#### Gamerboy

##### Distinguished
So I'm going through the codecademy python course and one assignment is to create a function that can determine if a number is prime or not. I don't understand what the difference is between these two examples. The first one doesn't work but the second one does. I get this error message when I try to submit the first one:

Oops, try again. Your function fails on is_prime(3). It returns None when it should return True.

I got past the lesson but I would like to have an understanding of why these two sections of code are different. Why doesn't it recognize the return after the final else in the first example? Thank you

#This one doesn't work

Code:
``````def is_prime(x):
if x < 2:
return False
elif x == 2:
return True
else:
for n in range(2, x-1):
if x % n == 0:
return False
else:
return True``````
#This one does

Code:
``````def is_prime(x):
if x < 2:
return False
elif x == 2:
return True
else:
for n in range(2, x-1):
if x % n == 0:
return False
return True``````

#### rgd1101

##### Don't
Moderator

yes, that how "return" works.

#### dudeman509

##### Estimable
Bug I guess. Either way would accomplish the desired result. If followed by else statements are generally good practice.

#### rgd1101

##### Don't
Moderator

need to put in a code block. also read the line #this else is not in the one that works

#### Gamerboy

##### Distinguished
How do I put it in code blocks? Thanks

#### dudeman509

##### Estimable

When you reply to an answer using the link in the post, it'll bring up an advanced editing window. The code window is just after the 'A' icon.

Thanks

#### rgd1101

##### Don't
Moderator
put 3 in the first one, can you tell me what would this do when x is 3?
for n in range(2, x-1):

#### Gamerboy

##### Distinguished
If I understand it correctly it would see if 3 / 2 has a remainder of 0 which of course would return False.

#### rgd1101

##### Don't
Moderator

that is after that. I mean right on the line.
http/pythoncentral.io/pythons-range-function-explained/
or
https/docs.python.org/2/library/functions.html#range
"If step is positive, the last element is the largest start + i * step less than stop;"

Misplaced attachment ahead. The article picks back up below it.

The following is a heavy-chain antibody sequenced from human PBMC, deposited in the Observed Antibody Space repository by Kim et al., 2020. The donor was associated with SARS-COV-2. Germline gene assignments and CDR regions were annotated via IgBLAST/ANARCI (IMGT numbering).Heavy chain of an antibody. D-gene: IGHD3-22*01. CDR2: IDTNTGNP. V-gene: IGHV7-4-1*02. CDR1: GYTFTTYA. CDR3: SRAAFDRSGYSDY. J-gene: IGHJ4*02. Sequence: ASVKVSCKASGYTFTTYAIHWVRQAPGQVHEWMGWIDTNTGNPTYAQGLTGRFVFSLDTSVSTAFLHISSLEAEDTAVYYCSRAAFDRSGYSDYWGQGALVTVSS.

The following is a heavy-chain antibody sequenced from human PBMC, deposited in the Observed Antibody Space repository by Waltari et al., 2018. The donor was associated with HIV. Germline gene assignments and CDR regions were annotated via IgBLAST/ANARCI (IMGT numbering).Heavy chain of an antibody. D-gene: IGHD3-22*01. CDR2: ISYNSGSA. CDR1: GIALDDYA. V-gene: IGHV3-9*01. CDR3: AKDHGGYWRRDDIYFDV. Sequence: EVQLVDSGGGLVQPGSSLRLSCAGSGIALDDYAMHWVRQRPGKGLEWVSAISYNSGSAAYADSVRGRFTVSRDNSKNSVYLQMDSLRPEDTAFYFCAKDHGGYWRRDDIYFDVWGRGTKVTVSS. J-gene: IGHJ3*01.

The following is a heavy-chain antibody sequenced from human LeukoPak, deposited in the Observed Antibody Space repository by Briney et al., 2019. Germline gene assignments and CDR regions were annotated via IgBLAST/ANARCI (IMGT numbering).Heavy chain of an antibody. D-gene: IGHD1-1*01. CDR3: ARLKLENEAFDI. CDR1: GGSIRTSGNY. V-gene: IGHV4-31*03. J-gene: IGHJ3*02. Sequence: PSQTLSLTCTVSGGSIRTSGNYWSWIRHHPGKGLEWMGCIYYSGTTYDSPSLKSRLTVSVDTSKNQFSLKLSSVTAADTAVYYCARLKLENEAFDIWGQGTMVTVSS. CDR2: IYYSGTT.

#### Gamerboy

##### Distinguished
Ah that's right. range() stop doesn't include the number it stops at so it wouldn't include 2. So when x = 3 it doesn't get checked. Nice

#### Gamerboy

##### Distinguished
Now I get another error when I get rid of the x-1.

Oops, try again. Your function fails on is_prime(9). It returns True when it should return False.

C++:
``````def is_prime(x):
if x < 2:
return False
elif x == 2:
return True
else:
for n in range(2, x):
if x % n == 0:
return False
else:
return True``````

#### rgd1101

##### Don't
Moderator
ok, use a debugger or if you don't have one, use a piece of page
Write down what the
for n in range(2,x): and it code would do.

#### Gamerboy

##### Distinguished
I understand why the second section in the OP works now. x = 3 bypasses the for loop entirely the way it was written.

That should check if 9 % 3 == 0 which would be true so it should return False. Am I missing something else?

Moderator

#### Gamerboy

##### Distinguished
it should run through and check:

x = 9
9 % 2
9 % 3 and at that point it would be true so it wouldn't need to check 4 - 8 right?

#### Gamerboy

##### Distinguished
and can I deselect that answer as the best one? He apparently missed the same thing I did originally.

#### Gamerboy

##### Distinguished
or is it just checking 9 % 2 and then moving on to the else statement when that evaluates to false?

#### rgd1101

##### Don't
Moderator

yes, that how "return" works.

#### Gamerboy

##### Distinguished
I got it. It makes sense now but my head was about to explode haha.

the else inside the for loop is executing the first time the if is false. The else should be associated with the for instead of the if.

Thanks a lot rgd1101

#### rgd1101

##### Don't
Moderator

You welcome, have fun.

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